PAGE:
By its terms, the General Assembly would call on the Secretary-General to submit a report to the Assembly’s seventy-second session, through the Commission for Social Development and the Economic and Social Council, on the implementation of the objectives of the International Year and its follow-up processes by Member States and the United Nations. The Assembly would decide to consider the topic “Implementation of the objectives of the International Year of the Family and its follow-up processes” at its seventy-second session.
The representative of the United States, speaking in explanation of position, welcomed the draft resolution’s focus on the work-life balance. The United States would have preferred that the resolution mentioned the diversity of families or various forms of families.
The representative of Slovakia, speaking on behalf of the European Union, said family issues were of great importance. Underscoring the need to support families through inclusive policies, he said families had changed in response to social changes and that fact must be recognized. Policy discussions should continue to reflect that various forms of the family existed in different cultural, social and political systems. All references to the term “family” were understood to reflect that inclusivity. The European Union regretted that the term “family” was divisive. That should not be the case and the European Union would continue to engage with partners to find true consensus on that issue.
The representative of Mexico said he had joined consensus on the draft but would have liked to have seen the text reflect the various forms that a family might take.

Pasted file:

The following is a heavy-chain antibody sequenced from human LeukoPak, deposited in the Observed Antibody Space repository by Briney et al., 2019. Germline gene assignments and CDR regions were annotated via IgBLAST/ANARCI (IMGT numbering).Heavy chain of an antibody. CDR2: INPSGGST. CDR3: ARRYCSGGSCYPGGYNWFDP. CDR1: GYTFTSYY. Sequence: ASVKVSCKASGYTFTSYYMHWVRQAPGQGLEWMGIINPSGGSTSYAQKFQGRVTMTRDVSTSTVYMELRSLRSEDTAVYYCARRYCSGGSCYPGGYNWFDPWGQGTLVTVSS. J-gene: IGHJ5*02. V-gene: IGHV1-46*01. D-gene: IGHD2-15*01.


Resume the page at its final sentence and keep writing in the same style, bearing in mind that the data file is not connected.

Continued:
The Committee then took up a draft resolution entitled “Follow-Up to the Second World Assembly on Ageing” (document A/C.3/71/L.7 Rev.1), approving it without a vote.
By its terms, the Assembly would call upon States to ensure the full realization of human rights and fundamental freedoms for older persons, including through measures to provide social protection, food and housing, employment, legal capacity and access to justice, as well as to combat age discrimination and address social integration issues. The Assembly would also encourage Governments to pay greater attention to eradicating poverty among older persons and request the United Nations to support national implementation of the Madrid International Plan of Action on Ageing.
The representative of the Russian Federation said that although her delegation supported the consensus, it did not consent to changing the mandate of the Open-ended Working Group on Ageing, which had been defined by General Assembly resolution 65/182. The Group’s working methods, both procedurally and substantively, should not be amended.
The representative of Cuba then introduced a draft resolution on the “Use of mercenaries as a means of violating human rights and impeding the exercise of the right of peoples to self-determination” (document A/C.3/71/L.42), explaining that by the text, the Committee would reaffirm that the use of mercenaries obstructed the exercise of human rights. He urged support for the draft.
The representative of Syria asked who had requested a recorded vote on the draft resolution, a question also raised by the representative of Cuba.
The Chairwoman said the vote had been requested by the representative of Slovakia.
The Committee then approved draft L.42 by a recorded vote of 117 in favour to 50 against, with 6 abstentions (Liberia, Mexico, Norway, Palau, Tonga, and Switzerland).
The Assembly would express alarm about mercenary activities and their impact. It would urge all States to exercise the utmost vigilance against that menace and take legislative measures to ensure that territories under their control were not used for — and that their nationals did not take part in — the recruitment, assembly, financing, training, protection or transit of mercenaries. It would request all States to exercise the utmost vigilance against any recruitment, training, hiring or financing of mercenaries by private companies offering international military consultancy and security services, and to impose a ban on such companies intervening in armed conflicts or actions to destabilize constitutional regimes. It would also call on States to investigate the possibility of mercenary involvement whenever and wherever criminal acts of a terrorist nature occurred and bring to trial those found responsible or to consider their extradition, if so requested, in accordance with national law and applicable bilateral or international treaties.